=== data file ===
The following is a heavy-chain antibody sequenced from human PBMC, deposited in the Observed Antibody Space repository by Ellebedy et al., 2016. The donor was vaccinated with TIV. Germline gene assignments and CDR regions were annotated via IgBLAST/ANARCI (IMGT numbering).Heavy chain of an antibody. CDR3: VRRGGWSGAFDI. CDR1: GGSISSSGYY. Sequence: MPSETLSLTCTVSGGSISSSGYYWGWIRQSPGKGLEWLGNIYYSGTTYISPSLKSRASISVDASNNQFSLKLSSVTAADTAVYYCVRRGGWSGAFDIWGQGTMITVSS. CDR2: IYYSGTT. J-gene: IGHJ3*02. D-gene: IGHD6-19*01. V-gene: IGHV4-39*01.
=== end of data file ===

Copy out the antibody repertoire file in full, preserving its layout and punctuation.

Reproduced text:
The following is a heavy-chain antibody sequenced from human PBMC, deposited in the Observed Antibody Space repository by Ellebedy et al., 2016. The donor was vaccinated with TIV. Germline gene assignments and CDR regions were annotated via IgBLAST/ANARCI (IMGT numbering).Heavy chain of an antibody. CDR3: VRRGGWSGAFDI. CDR1: GGSISSSGYY. Sequence: MPSETLSLTCTVSGGSISSSGYYWGWIRQSPGKGLEWLGNIYYSGTTYISPSLKSRASISVDASNNQFSLKLSSVTAADTAVYYCVRRGGWSGAFDIWGQGTMITVSS. CDR2: IYYSGTT. J-gene: IGHJ3*02. D-gene: IGHD6-19*01. V-gene: IGHV4-39*01.